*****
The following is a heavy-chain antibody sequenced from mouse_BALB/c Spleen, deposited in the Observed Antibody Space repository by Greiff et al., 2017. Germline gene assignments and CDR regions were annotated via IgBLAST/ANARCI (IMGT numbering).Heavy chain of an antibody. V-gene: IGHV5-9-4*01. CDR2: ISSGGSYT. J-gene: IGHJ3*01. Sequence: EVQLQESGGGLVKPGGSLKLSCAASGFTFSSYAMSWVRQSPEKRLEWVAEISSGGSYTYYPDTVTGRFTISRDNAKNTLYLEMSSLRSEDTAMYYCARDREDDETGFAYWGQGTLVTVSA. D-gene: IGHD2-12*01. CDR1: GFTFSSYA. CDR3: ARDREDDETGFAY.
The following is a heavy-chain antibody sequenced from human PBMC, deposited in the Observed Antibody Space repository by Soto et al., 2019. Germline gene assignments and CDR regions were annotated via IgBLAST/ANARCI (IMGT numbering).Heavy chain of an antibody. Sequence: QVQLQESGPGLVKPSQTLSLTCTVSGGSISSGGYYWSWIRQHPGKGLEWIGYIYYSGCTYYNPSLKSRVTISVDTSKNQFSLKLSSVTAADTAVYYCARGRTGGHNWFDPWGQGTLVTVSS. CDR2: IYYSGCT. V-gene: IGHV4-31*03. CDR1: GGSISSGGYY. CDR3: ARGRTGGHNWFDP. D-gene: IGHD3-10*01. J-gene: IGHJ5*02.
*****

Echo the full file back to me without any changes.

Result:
The following is a heavy-chain antibody sequenced from mouse_BALB/c Spleen, deposited in the Observed Antibody Space repository by Greiff et al., 2017. Germline gene assignments and CDR regions were annotated via IgBLAST/ANARCI (IMGT numbering).Heavy chain of an antibody. V-gene: IGHV5-9-4*01. CDR2: ISSGGSYT. J-gene: IGHJ3*01. Sequence: EVQLQESGGGLVKPGGSLKLSCAASGFTFSSYAMSWVRQSPEKRLEWVAEISSGGSYTYYPDTVTGRFTISRDNAKNTLYLEMSSLRSEDTAMYYCARDREDDETGFAYWGQGTLVTVSA. D-gene: IGHD2-12*01. CDR1: GFTFSSYA. CDR3: ARDREDDETGFAY.
The following is a heavy-chain antibody sequenced from human PBMC, deposited in the Observed Antibody Space repository by Soto et al., 2019. Germline gene assignments and CDR regions were annotated via IgBLAST/ANARCI (IMGT numbering).Heavy chain of an antibody. Sequence: QVQLQESGPGLVKPSQTLSLTCTVSGGSISSGGYYWSWIRQHPGKGLEWIGYIYYSGCTYYNPSLKSRVTISVDTSKNQFSLKLSSVTAADTAVYYCARGRTGGHNWFDPWGQGTLVTVSS. CDR2: IYYSGCT. V-gene: IGHV4-31*03. CDR1: GGSISSGGYY. CDR3: ARGRTGGHNWFDP. D-gene: IGHD3-10*01. J-gene: IGHJ5*02.